I'll sign off this stream of consciousness with the confession that I'm not even sure I've managed to convey what it is I set out to achieve in writing this.  All I know is that whilst I like looking at snapshots of these sleek lifestyles and seeing how far my favourite bloggers have come, that's not necessarily all I rely on the blogging community for.

I just hope that there's space for the ascertainable alongside the aspirational. 

29 comments

  1. I absolutely loved this post! It's so crazy how much has changed in the four years since I started blogging. I do love that it's such an exciting industry now but feel like those of us who don't blog full time and have other responsibilities tend to fall behind. xx

    Jessie | allthingsbeautiful-x

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    1. Oh definitely, the opportunities some bloggers get are amazing! A bit scary that that level of luxury is the norm though. And you're right! I definitely feel I've fallen behind x

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  2. For me, I always want relatable. I think there have been changes but definitely feel that there are people out there who definitely want highstreet, affordable products - which is good, haha! Loved this post though x

    TINYTWISST.COM

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    1. Thanks Laura, it's good to know that there's still room for the highstreet niche! x

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  3. Such a good post. I do enjoy looking at the fancy handbags and beautiful posts from exotic locations sometimes, but it's not relatable or achieveable for me. The sad thing is that I think you're right about the more relatable bloggers not being able to reach the top without switching to blogging about all the aspirational and therefore unrelatable designer lifestyle stuff :(

    Gemma x | www.flutterandsparkle.com

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    1. I agree. I love looking at beautiful photography in picturesque locations but as this becomes more of the norm I feel like it almost pushes people into expecting that standard (and backdrop!) which then leaves me wondering where I fit. Especially as newer bloggers come along and try to match that, it feels inevitable that bloggers who don't have these opportunities are going to fall by the wayside.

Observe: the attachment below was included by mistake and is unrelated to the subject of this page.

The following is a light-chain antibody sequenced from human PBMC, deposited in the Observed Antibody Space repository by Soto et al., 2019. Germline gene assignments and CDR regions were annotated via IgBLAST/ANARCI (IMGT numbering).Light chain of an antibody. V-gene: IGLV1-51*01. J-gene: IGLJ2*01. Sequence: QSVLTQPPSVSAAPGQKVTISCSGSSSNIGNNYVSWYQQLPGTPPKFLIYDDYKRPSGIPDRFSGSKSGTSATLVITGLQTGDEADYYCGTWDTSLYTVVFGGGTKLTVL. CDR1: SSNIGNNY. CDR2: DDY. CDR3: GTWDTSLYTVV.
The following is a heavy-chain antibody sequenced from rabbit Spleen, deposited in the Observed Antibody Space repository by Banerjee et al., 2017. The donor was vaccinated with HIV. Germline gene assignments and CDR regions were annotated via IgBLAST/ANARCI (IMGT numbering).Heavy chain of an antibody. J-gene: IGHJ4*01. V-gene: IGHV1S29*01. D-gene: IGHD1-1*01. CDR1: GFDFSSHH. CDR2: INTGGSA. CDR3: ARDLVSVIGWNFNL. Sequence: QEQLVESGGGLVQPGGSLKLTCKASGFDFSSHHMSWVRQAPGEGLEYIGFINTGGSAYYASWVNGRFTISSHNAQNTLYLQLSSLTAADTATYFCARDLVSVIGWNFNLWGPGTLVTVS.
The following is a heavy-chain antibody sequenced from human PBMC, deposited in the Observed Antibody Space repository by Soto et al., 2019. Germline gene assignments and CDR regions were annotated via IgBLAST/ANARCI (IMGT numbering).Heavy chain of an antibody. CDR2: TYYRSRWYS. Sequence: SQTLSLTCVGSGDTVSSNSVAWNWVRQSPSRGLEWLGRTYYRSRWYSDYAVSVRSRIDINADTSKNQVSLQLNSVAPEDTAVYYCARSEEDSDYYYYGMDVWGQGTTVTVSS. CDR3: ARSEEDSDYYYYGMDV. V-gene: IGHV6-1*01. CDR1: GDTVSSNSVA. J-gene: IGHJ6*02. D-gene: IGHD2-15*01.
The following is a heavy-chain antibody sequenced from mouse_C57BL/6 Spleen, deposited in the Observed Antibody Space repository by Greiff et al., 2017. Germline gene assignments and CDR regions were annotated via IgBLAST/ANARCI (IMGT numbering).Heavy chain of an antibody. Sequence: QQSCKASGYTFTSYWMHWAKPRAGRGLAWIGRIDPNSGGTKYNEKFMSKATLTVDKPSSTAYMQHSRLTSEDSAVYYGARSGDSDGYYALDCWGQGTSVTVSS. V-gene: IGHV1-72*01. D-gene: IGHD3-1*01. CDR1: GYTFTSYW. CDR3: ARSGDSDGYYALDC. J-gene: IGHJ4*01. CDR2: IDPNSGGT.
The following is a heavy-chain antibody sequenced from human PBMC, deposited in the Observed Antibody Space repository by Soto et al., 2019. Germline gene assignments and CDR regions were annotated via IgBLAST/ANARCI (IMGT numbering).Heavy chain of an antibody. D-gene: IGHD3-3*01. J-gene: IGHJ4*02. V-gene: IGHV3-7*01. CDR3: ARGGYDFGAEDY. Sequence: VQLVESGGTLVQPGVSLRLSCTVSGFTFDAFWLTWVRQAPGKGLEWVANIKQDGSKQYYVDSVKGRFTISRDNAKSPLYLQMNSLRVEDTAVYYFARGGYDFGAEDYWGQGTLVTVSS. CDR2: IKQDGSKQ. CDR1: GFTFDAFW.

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  4. This is the first post I've happened upon on your blog and I am 100% subscribing after reading. Wonderful think piece, Lorna. I do think blogging has changed a lot and the standards are even higher. I remember a time when it was fine to take outfit photos in your bedroom, to photograph the newest Models Own nail polish on your bedsheets, and have your blog still look like blog. I've stopped reading a lot of blogs that have transitioned into that magazine style look that seems to be all the rage. When they take on that shiny, sterile, all white look, I also think they lose a lot of the individuality and specialness that drew me to them in the first place.

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    1. Thank you Alyse, hopefully I can keep delivering posts you enjoy! Whilst I personally like the airier, less cluttered aesthetic a lot of blogs favour these days I know exactly what you mean with the ones that have transitioned even further into online magazines. It's almost a bit sad that blogs have become magazines - there's room for both online and long may it continue!

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  5. Wonderful post! I definitely agree with the shift in the blogsphere that you have articulated. In a way, the top bloggers have almost become interchangeable with each other. Everyone's perfectly curated life seems so bland after a while as they talk about the same things, go to the same places for the photos and honestly as a reader, I end up disengaging from them all.

    nat // dignifiable

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    1. I'm all for friendships in the blogging community but you're right that once bloggers start to spend so much time together, building a brand and receiving the same opportunities they do all start to lose individuality.

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  6. I was talking about this earlier with someone and I have to say I do miss the community spirit of 2010/11. People would share things and engage and it all felt way more lo-fi and accessible. Things change though and that's okay. I think I just miss having a little more of a support network within the community.